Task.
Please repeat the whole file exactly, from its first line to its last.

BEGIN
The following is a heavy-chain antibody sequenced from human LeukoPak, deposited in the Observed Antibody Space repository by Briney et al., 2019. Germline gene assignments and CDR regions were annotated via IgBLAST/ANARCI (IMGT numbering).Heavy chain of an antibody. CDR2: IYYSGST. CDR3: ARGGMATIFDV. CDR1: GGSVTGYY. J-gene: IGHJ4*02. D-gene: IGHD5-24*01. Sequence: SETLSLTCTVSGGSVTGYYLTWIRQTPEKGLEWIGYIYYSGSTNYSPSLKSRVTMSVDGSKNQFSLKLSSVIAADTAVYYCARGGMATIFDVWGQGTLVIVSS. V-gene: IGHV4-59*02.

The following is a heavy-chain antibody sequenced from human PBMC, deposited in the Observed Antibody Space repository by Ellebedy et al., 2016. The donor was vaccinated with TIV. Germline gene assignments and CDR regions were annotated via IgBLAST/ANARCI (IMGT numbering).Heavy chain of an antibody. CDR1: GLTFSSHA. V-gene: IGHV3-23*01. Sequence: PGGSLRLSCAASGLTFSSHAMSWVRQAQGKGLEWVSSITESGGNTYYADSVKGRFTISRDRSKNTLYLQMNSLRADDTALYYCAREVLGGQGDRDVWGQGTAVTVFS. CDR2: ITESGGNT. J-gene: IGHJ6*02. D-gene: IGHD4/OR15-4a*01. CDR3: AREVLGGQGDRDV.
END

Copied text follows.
The following is a heavy-chain antibody sequenced from human LeukoPak, deposited in the Observed Antibody Space repository by Briney et al., 2019. Germline gene assignments and CDR regions were annotated via IgBLAST/ANARCI (IMGT numbering).Heavy chain of an antibody. CDR2: IYYSGST. CDR3: ARGGMATIFDV. CDR1: GGSVTGYY. J-gene: IGHJ4*02. D-gene: IGHD5-24*01. Sequence: SETLSLTCTVSGGSVTGYYLTWIRQTPEKGLEWIGYIYYSGSTNYSPSLKSRVTMSVDGSKNQFSLKLSSVIAADTAVYYCARGGMATIFDVWGQGTLVIVSS. V-gene: IGHV4-59*02.

The following is a heavy-chain antibody sequenced from human PBMC, deposited in the Observed Antibody Space repository by Ellebedy et al., 2016. The donor was vaccinated with TIV. Germline gene assignments and CDR regions were annotated via IgBLAST/ANARCI (IMGT numbering).Heavy chain of an antibody. CDR1: GLTFSSHA. V-gene: IGHV3-23*01. Sequence: PGGSLRLSCAASGLTFSSHAMSWVRQAQGKGLEWVSSITESGGNTYYADSVKGRFTISRDRSKNTLYLQMNSLRADDTALYYCAREVLGGQGDRDVWGQGTAVTVFS. CDR2: ITESGGNT. J-gene: IGHJ6*02. D-gene: IGHD4/OR15-4a*01. CDR3: AREVLGGQGDRDV.